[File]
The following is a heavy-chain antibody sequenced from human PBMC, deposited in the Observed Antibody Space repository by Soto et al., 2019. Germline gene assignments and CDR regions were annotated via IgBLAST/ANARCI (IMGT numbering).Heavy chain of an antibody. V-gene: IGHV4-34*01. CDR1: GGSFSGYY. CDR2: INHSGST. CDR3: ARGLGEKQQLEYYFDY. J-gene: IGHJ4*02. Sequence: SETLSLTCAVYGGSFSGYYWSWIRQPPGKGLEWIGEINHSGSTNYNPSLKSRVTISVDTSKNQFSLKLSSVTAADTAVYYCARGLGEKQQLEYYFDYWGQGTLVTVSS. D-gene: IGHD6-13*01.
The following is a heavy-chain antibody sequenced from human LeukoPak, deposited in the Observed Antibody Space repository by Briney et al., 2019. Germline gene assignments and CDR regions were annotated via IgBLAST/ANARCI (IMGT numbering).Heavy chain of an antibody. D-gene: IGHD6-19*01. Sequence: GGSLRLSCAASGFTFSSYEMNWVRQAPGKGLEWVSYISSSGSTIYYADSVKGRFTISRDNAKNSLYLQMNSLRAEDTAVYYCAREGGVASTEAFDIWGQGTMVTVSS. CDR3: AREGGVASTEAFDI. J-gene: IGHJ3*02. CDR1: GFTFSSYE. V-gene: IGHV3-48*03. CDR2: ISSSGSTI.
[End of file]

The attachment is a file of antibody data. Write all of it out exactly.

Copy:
The following is a heavy-chain antibody sequenced from human PBMC, deposited in the Observed Antibody Space repository by Soto et al., 2019. Germline gene assignments and CDR regions were annotated via IgBLAST/ANARCI (IMGT numbering).Heavy chain of an antibody. V-gene: IGHV4-34*01. CDR1: GGSFSGYY. CDR2: INHSGST. CDR3: ARGLGEKQQLEYYFDY. J-gene: IGHJ4*02. Sequence: SETLSLTCAVYGGSFSGYYWSWIRQPPGKGLEWIGEINHSGSTNYNPSLKSRVTISVDTSKNQFSLKLSSVTAADTAVYYCARGLGEKQQLEYYFDYWGQGTLVTVSS. D-gene: IGHD6-13*01.
The following is a heavy-chain antibody sequenced from human LeukoPak, deposited in the Observed Antibody Space repository by Briney et al., 2019. Germline gene assignments and CDR regions were annotated via IgBLAST/ANARCI (IMGT numbering).Heavy chain of an antibody. D-gene: IGHD6-19*01. Sequence: GGSLRLSCAASGFTFSSYEMNWVRQAPGKGLEWVSYISSSGSTIYYADSVKGRFTISRDNAKNSLYLQMNSLRAEDTAVYYCAREGGVASTEAFDIWGQGTMVTVSS. CDR3: AREGGVASTEAFDI. J-gene: IGHJ3*02. CDR1: GFTFSSYE. V-gene: IGHV3-48*03. CDR2: ISSSGSTI.